The ADA Amendments Act was passed overwhelmingly by Congress in response to years of court decisions narrowly defining who was sufficiently disabled to have rights under the Americans With Disabilities Act (“ADA”).
There was surprisingly broad Congressional consensus that these decisions had resulted in the dismissal of far too many ADA lawsuits without the courts ever considering the merits of whether there had been discrimination or failure to provide reasonable accommodation.
Changes in the Definition of “Disability”
To address this situation, the ADA Amendments Act retains the ADA’s basic three-fold definition of “disability” as either:
- An impairment that substantially limits one or more major life activities;
- A record of such impairment; or
- Being regarded as having such an impairment.
However, it changes the way these statutory terms will be interpreted.
Most significantly, the ADA Amendments Act emphasizes that the definition of “disability” should be interpreted broadly, and:
- Directs the EEOC to revise its regulations defining the term “substantially limits” to require a lesser degree of limitation.
- Expands the definition of “major life activities” by including two non-exhaustive lists:
- The first list adds many activities that the EEOC has not previously recognized (e.g., reading, bending, and communicating).
- The second list includes major bodily functions (e.g., “functions of the immune system, normal cell growth, digestive, bowel, bladder, neurological, brain, respiratory, circulatory, endocrine and reproductive functions”).
- States that mitigating measures, such as medication or prosthetic limbs, shall not be considered in assessing the existence of a disability, with the exception of “ordinary eyeglasses or contact lenses.” This means that in determining whether a person is disabled, their condition will be evaluated as if they were not using the medication or other mitigating measure.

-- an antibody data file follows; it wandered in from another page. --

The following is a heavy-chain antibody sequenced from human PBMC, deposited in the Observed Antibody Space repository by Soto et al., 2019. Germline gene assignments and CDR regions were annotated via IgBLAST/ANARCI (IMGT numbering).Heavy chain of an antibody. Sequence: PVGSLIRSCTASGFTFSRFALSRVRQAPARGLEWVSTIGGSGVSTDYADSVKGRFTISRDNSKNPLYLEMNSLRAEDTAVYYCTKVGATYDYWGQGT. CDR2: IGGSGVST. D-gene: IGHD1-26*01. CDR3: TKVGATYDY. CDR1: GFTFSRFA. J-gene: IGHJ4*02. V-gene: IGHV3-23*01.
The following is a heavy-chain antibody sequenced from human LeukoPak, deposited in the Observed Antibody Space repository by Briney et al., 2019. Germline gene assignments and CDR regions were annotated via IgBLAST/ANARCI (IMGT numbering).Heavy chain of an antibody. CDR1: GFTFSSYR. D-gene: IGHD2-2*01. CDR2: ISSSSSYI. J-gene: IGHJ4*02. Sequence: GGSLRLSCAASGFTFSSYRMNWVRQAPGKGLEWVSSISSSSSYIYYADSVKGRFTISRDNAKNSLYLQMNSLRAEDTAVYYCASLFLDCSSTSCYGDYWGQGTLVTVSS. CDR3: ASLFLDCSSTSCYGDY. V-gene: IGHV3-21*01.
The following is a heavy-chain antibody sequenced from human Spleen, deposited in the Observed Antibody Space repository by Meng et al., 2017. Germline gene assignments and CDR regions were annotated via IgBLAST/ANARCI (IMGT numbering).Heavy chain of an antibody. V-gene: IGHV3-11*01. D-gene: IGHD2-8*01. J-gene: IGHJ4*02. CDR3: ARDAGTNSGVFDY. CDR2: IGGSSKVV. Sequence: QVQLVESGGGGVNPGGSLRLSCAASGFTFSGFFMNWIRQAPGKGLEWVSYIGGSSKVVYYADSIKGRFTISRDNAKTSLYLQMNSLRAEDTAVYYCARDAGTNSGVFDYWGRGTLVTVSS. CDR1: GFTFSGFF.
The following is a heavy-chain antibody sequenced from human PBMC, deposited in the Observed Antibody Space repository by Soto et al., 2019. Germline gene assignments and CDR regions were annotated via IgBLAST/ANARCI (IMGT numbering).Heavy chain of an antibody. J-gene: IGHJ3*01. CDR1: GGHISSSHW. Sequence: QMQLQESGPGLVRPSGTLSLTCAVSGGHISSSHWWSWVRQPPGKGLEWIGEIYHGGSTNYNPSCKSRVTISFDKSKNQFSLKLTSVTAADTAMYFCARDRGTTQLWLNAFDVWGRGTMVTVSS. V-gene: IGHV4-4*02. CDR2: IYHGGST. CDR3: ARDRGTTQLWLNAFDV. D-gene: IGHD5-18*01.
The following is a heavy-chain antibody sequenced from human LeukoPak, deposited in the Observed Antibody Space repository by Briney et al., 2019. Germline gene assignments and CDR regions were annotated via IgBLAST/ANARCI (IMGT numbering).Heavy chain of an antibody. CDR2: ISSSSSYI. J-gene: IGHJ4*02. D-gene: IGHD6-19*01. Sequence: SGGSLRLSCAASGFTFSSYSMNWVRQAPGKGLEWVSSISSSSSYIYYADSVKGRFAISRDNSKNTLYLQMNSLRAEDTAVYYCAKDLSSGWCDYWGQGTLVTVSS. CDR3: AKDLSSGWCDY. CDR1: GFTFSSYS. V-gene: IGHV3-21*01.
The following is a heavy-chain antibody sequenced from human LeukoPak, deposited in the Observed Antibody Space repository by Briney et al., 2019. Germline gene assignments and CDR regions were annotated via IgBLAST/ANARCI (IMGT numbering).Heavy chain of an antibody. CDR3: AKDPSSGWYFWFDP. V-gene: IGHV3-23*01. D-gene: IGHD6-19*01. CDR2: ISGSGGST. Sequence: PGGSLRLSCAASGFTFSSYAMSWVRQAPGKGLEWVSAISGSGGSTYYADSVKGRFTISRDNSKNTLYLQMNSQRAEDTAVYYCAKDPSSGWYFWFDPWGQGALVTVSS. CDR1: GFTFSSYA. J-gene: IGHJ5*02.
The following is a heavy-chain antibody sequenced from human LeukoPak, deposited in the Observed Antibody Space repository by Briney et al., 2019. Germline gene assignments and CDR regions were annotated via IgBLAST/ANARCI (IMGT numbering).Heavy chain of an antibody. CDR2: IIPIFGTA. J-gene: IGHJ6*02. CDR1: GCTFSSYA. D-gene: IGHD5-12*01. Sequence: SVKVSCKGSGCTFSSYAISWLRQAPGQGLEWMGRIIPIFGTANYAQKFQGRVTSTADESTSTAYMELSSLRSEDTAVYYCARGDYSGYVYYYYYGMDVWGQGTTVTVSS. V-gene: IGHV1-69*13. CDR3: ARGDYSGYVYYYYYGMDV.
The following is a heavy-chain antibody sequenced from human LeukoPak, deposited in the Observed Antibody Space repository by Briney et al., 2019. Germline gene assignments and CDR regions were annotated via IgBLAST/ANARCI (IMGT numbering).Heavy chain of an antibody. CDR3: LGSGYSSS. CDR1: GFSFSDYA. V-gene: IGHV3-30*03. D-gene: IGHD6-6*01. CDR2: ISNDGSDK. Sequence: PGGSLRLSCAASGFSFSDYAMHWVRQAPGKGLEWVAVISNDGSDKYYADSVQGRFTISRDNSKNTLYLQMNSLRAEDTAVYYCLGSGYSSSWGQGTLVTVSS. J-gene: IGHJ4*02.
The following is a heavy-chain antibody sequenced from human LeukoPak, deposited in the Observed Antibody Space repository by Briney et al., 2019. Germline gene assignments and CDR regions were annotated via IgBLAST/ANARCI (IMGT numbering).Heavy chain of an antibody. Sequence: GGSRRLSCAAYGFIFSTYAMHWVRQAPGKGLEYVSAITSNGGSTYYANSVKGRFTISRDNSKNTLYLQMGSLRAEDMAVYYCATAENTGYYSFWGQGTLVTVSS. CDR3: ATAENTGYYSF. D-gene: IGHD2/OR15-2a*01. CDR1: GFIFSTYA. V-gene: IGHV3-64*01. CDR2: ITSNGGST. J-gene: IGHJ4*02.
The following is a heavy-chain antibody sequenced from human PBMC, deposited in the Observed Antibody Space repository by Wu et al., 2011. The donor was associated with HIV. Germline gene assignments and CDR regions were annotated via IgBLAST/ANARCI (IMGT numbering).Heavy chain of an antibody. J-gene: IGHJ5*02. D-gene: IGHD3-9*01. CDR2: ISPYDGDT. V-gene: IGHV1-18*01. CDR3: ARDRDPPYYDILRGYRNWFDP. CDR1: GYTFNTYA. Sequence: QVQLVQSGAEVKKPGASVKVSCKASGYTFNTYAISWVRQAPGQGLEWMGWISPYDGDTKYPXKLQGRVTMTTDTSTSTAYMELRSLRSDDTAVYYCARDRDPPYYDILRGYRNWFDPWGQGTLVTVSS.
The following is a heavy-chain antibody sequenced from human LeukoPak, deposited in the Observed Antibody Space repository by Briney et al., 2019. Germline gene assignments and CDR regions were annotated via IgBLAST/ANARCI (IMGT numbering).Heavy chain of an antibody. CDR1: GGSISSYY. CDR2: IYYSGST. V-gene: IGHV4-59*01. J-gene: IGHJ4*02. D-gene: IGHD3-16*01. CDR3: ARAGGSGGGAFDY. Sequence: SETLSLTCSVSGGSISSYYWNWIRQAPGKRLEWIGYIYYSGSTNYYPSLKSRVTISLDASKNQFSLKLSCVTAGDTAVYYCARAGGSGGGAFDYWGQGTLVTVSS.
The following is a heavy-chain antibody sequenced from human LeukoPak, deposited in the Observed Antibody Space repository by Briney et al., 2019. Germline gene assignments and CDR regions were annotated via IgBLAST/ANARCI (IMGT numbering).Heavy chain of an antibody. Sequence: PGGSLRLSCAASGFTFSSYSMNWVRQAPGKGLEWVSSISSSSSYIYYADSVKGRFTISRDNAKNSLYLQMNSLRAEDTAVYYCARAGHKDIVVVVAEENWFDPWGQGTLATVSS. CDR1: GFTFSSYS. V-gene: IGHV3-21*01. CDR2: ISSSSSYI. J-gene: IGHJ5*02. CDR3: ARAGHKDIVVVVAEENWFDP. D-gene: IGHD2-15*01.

- Clarifies that an impairment that is episodic or in remission is a disability, if it would substantially limit a major life activity when active.
Significance of These Changes
These changes substantially broaden the reach of the ADA, greatly expand the class of individuals who may be considered disabled, and significantly increase both the employer’s responsibility for reasonable accommodation and areas of potential liability.
Previously, in many ADA cases, employers were able to prevail prior to trial on the basis that the employee or applicant could not establish they had a disability for ADA purposes.
Now, many more ADA cases will be decided on the merits — on the basis of how the employer treated the individual, rather than whether the individual has a disability.
Individuals with medical conditions not meeting a common-sense definition of disability may now very well qualify as having a disability under the ADA.
Bottom Line for Employers
These changes to the ADA make it more important than ever to:
- Exercise care in making employment decisions involving persons known or believed to have significant medical conditions, even if not manifested in obvious interference with their activities.
- Take seriously all requests for reasonable accommodation from such persons (whether or not they use the “magic words” “reasonable accommodation”).